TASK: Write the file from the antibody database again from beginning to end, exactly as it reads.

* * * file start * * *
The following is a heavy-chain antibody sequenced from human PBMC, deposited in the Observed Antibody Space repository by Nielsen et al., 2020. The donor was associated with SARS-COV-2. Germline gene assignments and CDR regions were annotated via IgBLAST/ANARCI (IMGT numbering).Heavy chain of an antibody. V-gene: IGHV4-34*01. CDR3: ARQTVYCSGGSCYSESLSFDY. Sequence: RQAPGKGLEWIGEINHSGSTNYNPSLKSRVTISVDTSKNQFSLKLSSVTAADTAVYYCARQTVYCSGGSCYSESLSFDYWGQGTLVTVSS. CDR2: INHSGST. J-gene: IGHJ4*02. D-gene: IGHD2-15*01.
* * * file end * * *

The following is a heavy-chain antibody sequenced from human PBMC, deposited in the Observed Antibody Space repository by Nielsen et al., 2020. The donor was associated with SARS-COV-2. Germline gene assignments and CDR regions were annotated via IgBLAST/ANARCI (IMGT numbering).Heavy chain of an antibody. V-gene: IGHV4-34*01. CDR3: ARQTVYCSGGSCYSESLSFDY. Sequence: RQAPGKGLEWIGEINHSGSTNYNPSLKSRVTISVDTSKNQFSLKLSSVTAADTAVYYCARQTVYCSGGSCYSESLSFDYWGQGTLVTVSS. CDR2: INHSGST. J-gene: IGHJ4*02. D-gene: IGHD2-15*01.